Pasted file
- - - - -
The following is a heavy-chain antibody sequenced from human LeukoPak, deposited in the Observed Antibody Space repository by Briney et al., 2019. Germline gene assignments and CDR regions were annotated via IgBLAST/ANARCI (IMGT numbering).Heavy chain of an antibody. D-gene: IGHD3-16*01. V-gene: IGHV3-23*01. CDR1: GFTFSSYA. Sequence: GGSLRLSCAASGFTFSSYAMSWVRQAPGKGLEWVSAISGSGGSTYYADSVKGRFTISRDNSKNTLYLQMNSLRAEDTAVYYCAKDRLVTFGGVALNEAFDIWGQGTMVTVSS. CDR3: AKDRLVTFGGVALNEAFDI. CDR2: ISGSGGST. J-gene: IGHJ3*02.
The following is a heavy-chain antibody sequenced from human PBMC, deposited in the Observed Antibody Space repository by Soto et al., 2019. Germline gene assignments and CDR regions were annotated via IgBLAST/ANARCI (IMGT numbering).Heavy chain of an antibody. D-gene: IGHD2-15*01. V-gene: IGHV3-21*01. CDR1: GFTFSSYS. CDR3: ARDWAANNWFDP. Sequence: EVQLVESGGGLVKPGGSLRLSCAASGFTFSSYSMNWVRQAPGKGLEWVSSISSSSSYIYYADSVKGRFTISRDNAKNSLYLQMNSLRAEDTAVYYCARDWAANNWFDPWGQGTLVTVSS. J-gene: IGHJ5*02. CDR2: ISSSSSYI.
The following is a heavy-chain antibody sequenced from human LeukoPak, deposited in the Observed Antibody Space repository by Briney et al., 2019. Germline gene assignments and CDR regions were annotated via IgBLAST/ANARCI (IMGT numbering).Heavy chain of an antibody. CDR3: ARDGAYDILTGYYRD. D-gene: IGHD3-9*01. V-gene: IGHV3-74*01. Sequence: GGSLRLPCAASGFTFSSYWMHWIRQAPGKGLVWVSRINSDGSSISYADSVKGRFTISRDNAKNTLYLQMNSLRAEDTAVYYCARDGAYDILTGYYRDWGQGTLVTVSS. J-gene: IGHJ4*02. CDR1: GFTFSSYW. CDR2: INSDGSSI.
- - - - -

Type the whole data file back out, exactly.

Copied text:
The following is a heavy-chain antibody sequenced from human LeukoPak, deposited in the Observed Antibody Space repository by Briney et al., 2019. Germline gene assignments and CDR regions were annotated via IgBLAST/ANARCI (IMGT numbering).Heavy chain of an antibody. D-gene: IGHD3-16*01. V-gene: IGHV3-23*01. CDR1: GFTFSSYA. Sequence: GGSLRLSCAASGFTFSSYAMSWVRQAPGKGLEWVSAISGSGGSTYYADSVKGRFTISRDNSKNTLYLQMNSLRAEDTAVYYCAKDRLVTFGGVALNEAFDIWGQGTMVTVSS. CDR3: AKDRLVTFGGVALNEAFDI. CDR2: ISGSGGST. J-gene: IGHJ3*02.
The following is a heavy-chain antibody sequenced from human PBMC, deposited in the Observed Antibody Space repository by Soto et al., 2019. Germline gene assignments and CDR regions were annotated via IgBLAST/ANARCI (IMGT numbering).Heavy chain of an antibody. D-gene: IGHD2-15*01. V-gene: IGHV3-21*01. CDR1: GFTFSSYS. CDR3: ARDWAANNWFDP. Sequence: EVQLVESGGGLVKPGGSLRLSCAASGFTFSSYSMNWVRQAPGKGLEWVSSISSSSSYIYYADSVKGRFTISRDNAKNSLYLQMNSLRAEDTAVYYCARDWAANNWFDPWGQGTLVTVSS. J-gene: IGHJ5*02. CDR2: ISSSSSYI.
The following is a heavy-chain antibody sequenced from human LeukoPak, deposited in the Observed Antibody Space repository by Briney et al., 2019. Germline gene assignments and CDR regions were annotated via IgBLAST/ANARCI (IMGT numbering).Heavy chain of an antibody. CDR3: ARDGAYDILTGYYRD. D-gene: IGHD3-9*01. V-gene: IGHV3-74*01. Sequence: GGSLRLPCAASGFTFSSYWMHWIRQAPGKGLVWVSRINSDGSSISYADSVKGRFTISRDNAKNTLYLQMNSLRAEDTAVYYCARDGAYDILTGYYRDWGQGTLVTVSS. J-gene: IGHJ4*02. CDR1: GFTFSSYW. CDR2: INSDGSSI.